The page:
RICHMOND, Va. (WRIC) — As more vaccinations happen across Central Virginia, the talk of summer concerts and music venues reopening is ramping up.
The sensation of live music has been missed by many since the beginning of the pandemic and Reggie Pace, Band Leader and co-founder of Richmond-based band No BS! Brass, said musicians miss performing and doing what they love on stage.
“We have all been itching to play. That was the only reason we weren’t playing,” Pace said. “We never really wanted to stop playing shows, it was just the responsible thing to do.”
Lucas Fritz, the co-owner of the Broadberry, said music is a part of the way the city lives and breathes.
“We are going on more than a year since the pandemic essentially shut down the music industry so artists without a creative outlet, it’s tough,” Fritz said. “It gives us some hope for the future and gives everybody something to do in a safe and socially distanced way.”
Safety is an important aspect of performing again for Pace and other musicians. He said he is willing to take it slowly and safely before getting back on stage.
“It’s got to be right for everybody,” Pace said. “We are doing outdoor shows to see how it goes. We have gotten offers for indoor things but I am just not taking them yet to see how it goes. We will see what October looks like or November looks like for being inside.”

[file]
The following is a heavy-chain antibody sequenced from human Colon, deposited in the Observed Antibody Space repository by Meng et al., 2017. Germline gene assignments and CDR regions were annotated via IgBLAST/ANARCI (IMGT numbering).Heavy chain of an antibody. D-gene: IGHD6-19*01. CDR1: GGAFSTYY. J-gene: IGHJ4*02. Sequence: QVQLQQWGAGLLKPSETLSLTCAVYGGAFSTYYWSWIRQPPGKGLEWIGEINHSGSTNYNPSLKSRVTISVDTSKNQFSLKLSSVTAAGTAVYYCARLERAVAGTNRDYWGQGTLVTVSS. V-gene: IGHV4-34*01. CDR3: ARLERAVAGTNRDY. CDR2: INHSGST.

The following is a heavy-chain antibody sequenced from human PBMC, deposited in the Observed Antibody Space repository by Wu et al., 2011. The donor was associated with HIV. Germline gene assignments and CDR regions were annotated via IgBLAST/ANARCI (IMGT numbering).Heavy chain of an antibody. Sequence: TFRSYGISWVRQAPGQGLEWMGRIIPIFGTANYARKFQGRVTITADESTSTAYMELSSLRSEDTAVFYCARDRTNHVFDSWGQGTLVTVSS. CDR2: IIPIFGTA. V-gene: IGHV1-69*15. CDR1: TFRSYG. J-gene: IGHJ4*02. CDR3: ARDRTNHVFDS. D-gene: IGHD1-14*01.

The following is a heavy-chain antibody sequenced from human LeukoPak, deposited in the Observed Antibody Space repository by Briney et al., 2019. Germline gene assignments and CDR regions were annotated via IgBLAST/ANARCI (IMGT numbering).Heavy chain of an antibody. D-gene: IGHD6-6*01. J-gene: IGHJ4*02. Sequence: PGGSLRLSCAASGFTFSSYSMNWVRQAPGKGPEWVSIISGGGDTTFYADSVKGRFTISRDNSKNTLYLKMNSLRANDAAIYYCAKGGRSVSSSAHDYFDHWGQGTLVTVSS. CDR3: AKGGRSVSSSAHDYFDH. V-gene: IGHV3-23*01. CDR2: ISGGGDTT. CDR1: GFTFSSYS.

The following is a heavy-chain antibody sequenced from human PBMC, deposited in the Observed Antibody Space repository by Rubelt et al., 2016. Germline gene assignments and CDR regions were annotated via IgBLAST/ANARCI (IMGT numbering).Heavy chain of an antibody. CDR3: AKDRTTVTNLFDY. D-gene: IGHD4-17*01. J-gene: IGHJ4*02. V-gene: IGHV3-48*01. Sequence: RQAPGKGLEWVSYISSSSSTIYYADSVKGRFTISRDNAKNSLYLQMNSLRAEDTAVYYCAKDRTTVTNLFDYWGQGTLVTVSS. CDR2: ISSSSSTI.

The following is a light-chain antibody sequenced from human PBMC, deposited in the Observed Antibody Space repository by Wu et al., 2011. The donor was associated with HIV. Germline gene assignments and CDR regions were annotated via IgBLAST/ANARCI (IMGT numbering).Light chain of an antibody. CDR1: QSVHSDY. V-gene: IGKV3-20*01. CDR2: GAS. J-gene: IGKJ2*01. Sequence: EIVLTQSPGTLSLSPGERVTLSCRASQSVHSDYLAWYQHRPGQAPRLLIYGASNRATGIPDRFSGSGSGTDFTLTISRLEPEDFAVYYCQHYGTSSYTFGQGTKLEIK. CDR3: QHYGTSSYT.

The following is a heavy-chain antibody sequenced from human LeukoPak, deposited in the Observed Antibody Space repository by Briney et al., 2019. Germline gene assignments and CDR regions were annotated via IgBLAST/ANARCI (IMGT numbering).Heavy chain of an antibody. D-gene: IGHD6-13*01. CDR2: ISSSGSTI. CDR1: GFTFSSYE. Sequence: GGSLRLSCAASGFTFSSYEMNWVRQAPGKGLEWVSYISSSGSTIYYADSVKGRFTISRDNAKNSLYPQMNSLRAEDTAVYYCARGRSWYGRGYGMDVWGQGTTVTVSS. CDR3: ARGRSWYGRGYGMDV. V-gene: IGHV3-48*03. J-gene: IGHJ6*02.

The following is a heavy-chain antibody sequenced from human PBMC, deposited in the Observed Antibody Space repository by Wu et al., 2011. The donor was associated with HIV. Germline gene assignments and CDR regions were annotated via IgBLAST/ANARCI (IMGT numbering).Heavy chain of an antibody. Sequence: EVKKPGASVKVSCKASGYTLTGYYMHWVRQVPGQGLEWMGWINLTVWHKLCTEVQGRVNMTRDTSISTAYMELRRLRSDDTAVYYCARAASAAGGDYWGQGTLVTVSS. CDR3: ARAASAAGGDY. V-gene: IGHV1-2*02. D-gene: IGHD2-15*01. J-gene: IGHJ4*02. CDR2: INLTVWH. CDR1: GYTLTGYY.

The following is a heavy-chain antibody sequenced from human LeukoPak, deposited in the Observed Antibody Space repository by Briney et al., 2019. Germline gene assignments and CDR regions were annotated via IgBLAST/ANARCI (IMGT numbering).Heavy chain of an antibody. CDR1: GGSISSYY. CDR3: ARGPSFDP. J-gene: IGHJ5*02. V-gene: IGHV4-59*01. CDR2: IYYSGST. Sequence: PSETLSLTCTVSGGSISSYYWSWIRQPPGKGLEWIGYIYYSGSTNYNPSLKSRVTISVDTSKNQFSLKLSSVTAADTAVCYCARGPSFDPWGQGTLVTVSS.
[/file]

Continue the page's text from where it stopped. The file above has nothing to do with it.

No BS! Brass is set to play at Friday Cheers on June 4 and Pace said ‘Richmonders’ crave live music.
“It’s a very important mental reset,” Pace said. “We’ve all had a lot of time to think about how we want to spend our time. We have been in the house and seen how we are. How productive are you if you have so much time? What do you miss? What do you actually want to do? Who are the friends that you miss?”
Zack Rhodes, bassist for Richmond-based band ‘Almost Gone,’ said booking shows again in the city is like a breath of fresh air.
“Excited is an understatement,” Rhodes said.
The band had the entire year booked out for 2020, but Rhodes said the pandemic destroyed their plans in the blink of an eye.
“While it gave us time to work on writing our material and really come up with a cohesive sound, we’re pumped to get back on stage,” Rhodes said. “It’s been a lot of effort and legwork to get back on the books, as we are young and still building our following, but it’s starting to pay off. We just keep grinding, and when we get on stage, we’ll be ready. We’ll crush it.”
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